The painted cassette-style wooden ceiling of the nave, which was created in 1745, is as well-known in Europe as it is in Hungary. The floral motifs on it refer to the earliest periods of Hungarian history. The wooden ceiling consists of 9×14 complete cassettes and a half row of cassettes. The oldest relic of this kind in the Upper Tisza region from 1745. The painted motifs of its square-shaped cassettes preserve Renaissance traditions.

The current pulpit has been installed almost exactly in its medieval position. Its bricked breast-wall is decorated with geometric mortar panels. The “crown” of the pulpit is far more simple and lower in position, compared to the baroque relics of the churches in the surroundings. (It is a sound reflector rather than a crown.) It was created in 1840, in Classicist style. On its ceiling, above the head of the pastor, the dove of the Holy Spirit levitates. The gallery and the pews were created in the 18th century. It is worth walking up and adoring the 200-year-old oak pews.

Csenger’s church played an outstanding church historical role in the Reformation era, as the history of the historical Szatmár County became significant in many aspects during the Turkish occupation. Very important trade routes passed through the region linking the Principality of Transylvania with the free royal towns of Szepes County. In the light of this fact, it was no wonder that this economically and socially developed region became the cradle of the Reformation in Hungary. Following October 31, 1517, the Lutheran Reformation spread very quickly throughout Europe. In the historical Szatmár County, Reformed pastors held services already from 1520. Not only did the pastors play an important role in spreading the new ideas, but also the nobles made special efforts to protect their new religion by securing financial and political support, and when it was necessary, military protection. As a result, the historical Szatmár County had a leading role in the spread of the Reformation. Erdőd, a major domain of Gáspár Drágffy, who was one of the first nobles giving ground to the spread of the new beliefs in their courts, became one of the most important sites for the holding of synods. The Reformation arrived in Csenger quite early, where the early Gothic Reformed church of today became the site for the holding of several synods. The synod of 1576, which followed the synods of the Calvinist Rome, Debrecen and Óvár in order of importance, was held in Csenger. Here, Péter Méliusz Juhász constructed “The Confession of Csenger”, by which the theological physiognomy of the Hungarian Reformed Church was established.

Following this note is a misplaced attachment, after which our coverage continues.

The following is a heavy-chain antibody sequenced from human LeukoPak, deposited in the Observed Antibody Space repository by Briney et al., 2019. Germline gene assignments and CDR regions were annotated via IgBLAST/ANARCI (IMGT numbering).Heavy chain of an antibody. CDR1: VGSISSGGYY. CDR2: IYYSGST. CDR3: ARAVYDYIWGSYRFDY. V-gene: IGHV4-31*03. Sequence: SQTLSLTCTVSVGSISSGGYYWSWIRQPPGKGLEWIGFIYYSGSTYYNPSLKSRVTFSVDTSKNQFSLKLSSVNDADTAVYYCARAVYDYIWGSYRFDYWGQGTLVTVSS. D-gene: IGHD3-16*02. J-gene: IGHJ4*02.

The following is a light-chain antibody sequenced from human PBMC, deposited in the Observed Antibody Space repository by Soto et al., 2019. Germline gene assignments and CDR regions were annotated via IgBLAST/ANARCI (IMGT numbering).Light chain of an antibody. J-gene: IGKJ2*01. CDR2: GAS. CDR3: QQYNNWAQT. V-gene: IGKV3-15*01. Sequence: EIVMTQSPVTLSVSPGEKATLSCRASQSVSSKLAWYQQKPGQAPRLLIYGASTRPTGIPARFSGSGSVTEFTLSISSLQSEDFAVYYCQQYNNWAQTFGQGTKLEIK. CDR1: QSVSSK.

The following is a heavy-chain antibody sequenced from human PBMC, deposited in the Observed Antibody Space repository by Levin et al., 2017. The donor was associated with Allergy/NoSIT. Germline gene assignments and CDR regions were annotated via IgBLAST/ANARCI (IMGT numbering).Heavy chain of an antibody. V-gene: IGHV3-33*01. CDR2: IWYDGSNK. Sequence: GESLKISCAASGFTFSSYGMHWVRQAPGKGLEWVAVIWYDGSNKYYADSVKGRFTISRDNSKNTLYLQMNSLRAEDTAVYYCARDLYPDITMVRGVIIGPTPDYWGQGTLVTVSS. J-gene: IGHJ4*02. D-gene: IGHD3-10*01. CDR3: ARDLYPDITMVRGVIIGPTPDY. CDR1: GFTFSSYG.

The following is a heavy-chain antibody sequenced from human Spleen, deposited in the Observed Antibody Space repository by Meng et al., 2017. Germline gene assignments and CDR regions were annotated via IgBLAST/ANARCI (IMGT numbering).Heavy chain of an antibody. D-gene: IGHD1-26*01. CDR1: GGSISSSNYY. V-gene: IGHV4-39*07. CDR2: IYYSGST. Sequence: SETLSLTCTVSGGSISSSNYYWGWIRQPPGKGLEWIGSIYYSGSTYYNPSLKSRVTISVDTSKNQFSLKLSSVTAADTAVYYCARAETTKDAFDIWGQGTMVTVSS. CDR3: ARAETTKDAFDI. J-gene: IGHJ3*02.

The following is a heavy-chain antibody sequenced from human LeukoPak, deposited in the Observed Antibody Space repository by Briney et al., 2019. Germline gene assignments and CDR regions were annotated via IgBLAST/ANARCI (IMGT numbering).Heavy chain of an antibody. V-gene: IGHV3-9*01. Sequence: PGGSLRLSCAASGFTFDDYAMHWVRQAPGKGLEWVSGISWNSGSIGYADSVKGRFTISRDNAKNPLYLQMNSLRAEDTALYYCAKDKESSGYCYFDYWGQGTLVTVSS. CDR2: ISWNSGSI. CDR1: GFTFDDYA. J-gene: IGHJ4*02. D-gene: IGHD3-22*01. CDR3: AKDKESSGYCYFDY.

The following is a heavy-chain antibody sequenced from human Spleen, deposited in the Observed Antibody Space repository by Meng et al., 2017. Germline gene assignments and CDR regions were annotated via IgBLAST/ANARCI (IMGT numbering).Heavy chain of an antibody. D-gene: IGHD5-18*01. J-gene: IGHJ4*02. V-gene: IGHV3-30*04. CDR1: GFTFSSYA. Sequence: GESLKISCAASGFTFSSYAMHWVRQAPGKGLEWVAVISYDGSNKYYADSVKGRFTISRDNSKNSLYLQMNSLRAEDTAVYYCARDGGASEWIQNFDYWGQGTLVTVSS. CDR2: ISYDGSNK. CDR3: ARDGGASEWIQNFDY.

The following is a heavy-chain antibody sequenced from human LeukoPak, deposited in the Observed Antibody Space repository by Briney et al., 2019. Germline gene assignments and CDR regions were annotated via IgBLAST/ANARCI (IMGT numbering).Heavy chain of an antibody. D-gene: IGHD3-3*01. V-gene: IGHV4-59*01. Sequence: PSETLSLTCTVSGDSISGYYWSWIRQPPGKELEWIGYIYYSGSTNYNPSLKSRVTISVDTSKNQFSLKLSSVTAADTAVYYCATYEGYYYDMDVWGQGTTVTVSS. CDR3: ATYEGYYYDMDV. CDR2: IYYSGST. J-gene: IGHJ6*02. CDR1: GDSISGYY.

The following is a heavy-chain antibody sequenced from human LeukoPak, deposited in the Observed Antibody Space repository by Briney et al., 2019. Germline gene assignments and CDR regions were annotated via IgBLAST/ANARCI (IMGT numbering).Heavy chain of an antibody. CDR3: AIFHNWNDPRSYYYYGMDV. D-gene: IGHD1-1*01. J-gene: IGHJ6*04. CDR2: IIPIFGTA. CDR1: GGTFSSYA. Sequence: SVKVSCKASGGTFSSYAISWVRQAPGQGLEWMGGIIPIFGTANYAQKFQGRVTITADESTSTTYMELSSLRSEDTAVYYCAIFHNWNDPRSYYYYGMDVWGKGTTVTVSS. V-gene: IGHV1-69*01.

The Confession was written for the protection of the doctrine of the Holy Trinity. The synod was congregated by our first bishop, Péter Méliusz Juhász. It was perhaps due to these facts that the entire population of Csenger converted to Reformed religion. Following the quick spread of the Reformation, in 1629, the only vicarage in the historical Szatmár County where Roman Catholic priests held services was in Ecsed. Due to the fact that Csenger has a population of approximately 5100 people, out of which approximately 4100 people are Reformed, the Reformed community of Csenger is still a significant Protestant community in the region.